David Mann conveys the dignity and humanity of 19th-century Native Americans
By Gussie Fauntleroy
This story was featured in the July 2012 issue of Southwest Art magazine. Order the Southwest Art magazine July 2012 print edition here, or purchase the Southwest Art magazine July 2012 digital download here. Or simply click here to subscribe to Southwest Art magazine and never miss a story!
Even as a boy, David Mann understood that beneath the adventure of 19th-century Plains Indian life was the far-less-romantic reality of hardship and close-to-the-bone survival. He knew, even then, that he was grateful for the comforts of his life in Bountiful, UT, where he vicariously enjoyed the Old West in books featuring the imagery of artists like Alfred Jacob Miller, Wesley Dennis, Will James, Frederic Remington, and Charles M. Russell.
But it wasn’t until Mann was 19, serving as a Mormon missionary among Apache, Navajo, Pueblo, and other tribes in the Southwest, that he began to fully appreciate how life in a remote, nonmodernized setting could carve a culture of dignity and deep spiritual strength out of the challenges and joys of daily life. The experience of traveling to isolated homes in the vast dirt-road distances of the Navajo Reservation, in particular, opened Mann’s eyes to realities that were foreign to his own.
On one such occasion, he and a missionary companion knocked on the door of a remote hogan, the traditional round structure of the Navajo, as dark was gathering on a chilly night. A voice responded from within. Mann opened the door to find an elderly couple ready for sleep on a mattress on the floor. There was no fire in the woodstove, and the old man and woman were covered in layers of blankets for warmth. “I was quite stunned by that,” the artist recalls. “It made me realize how difficult life could be, just for survival. It gave me even more respect for the toughness of early Native Americans and how they lived so close to the earth.”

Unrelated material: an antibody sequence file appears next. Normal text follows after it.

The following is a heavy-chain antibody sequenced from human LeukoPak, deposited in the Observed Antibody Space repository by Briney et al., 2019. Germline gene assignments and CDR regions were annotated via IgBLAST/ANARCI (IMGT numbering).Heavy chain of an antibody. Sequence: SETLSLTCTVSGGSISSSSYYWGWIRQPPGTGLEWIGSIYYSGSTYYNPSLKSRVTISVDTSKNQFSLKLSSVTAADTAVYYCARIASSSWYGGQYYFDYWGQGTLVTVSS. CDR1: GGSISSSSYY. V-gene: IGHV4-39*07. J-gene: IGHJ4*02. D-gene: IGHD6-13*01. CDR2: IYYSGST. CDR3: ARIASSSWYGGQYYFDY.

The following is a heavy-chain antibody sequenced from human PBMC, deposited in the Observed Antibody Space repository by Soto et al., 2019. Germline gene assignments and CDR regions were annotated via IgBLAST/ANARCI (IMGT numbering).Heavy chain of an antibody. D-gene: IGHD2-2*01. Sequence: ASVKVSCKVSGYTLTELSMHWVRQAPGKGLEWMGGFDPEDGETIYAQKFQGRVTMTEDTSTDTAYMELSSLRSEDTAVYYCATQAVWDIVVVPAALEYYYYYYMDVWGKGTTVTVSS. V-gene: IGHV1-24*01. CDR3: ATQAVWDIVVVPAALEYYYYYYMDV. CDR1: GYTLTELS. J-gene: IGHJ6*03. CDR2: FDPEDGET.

In his award-winning paintings of Native Americans prior to the mid-1800s, it is this quality of calm strength, as well as a sense of shared humanity, that Mann attempts to convey. Collectors are drawn to his work at such prestigious annual shows as the Prix de West Invitational in Oklahoma City and the Masters of the American West in Los Angeles, among others.
David Mann’s path to painting
As a boy, Mann’s imagination was fed not only by imagery of the Old West but also by tales of history and stories of Indians from many sources. His father, a farm-journal writer and photographer and a weekend painter, was an avid history buff who brought home books and textbooks from secondhand stores. Wherever the family traveled, he regaled them with facts about the past, from Lake Bonneville’s ancient history to the life of pioneers. “He gave me an appreciation of a sense of place,” Mann reflects.